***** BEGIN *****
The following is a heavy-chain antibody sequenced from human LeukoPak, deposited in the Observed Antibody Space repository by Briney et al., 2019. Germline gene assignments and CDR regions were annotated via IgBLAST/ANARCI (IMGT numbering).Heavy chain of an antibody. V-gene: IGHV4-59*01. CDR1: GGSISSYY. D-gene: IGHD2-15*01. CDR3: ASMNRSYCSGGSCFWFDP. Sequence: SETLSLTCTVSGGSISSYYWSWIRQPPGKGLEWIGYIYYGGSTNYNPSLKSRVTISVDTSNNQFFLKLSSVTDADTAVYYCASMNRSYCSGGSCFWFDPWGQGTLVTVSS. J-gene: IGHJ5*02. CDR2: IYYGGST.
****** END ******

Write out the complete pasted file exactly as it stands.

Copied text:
The following is a heavy-chain antibody sequenced from human LeukoPak, deposited in the Observed Antibody Space repository by Briney et al., 2019. Germline gene assignments and CDR regions were annotated via IgBLAST/ANARCI (IMGT numbering).Heavy chain of an antibody. V-gene: IGHV4-59*01. CDR1: GGSISSYY. D-gene: IGHD2-15*01. CDR3: ASMNRSYCSGGSCFWFDP. Sequence: SETLSLTCTVSGGSISSYYWSWIRQPPGKGLEWIGYIYYGGSTNYNPSLKSRVTISVDTSNNQFFLKLSSVTDADTAVYYCASMNRSYCSGGSCFWFDPWGQGTLVTVSS. J-gene: IGHJ5*02. CDR2: IYYGGST.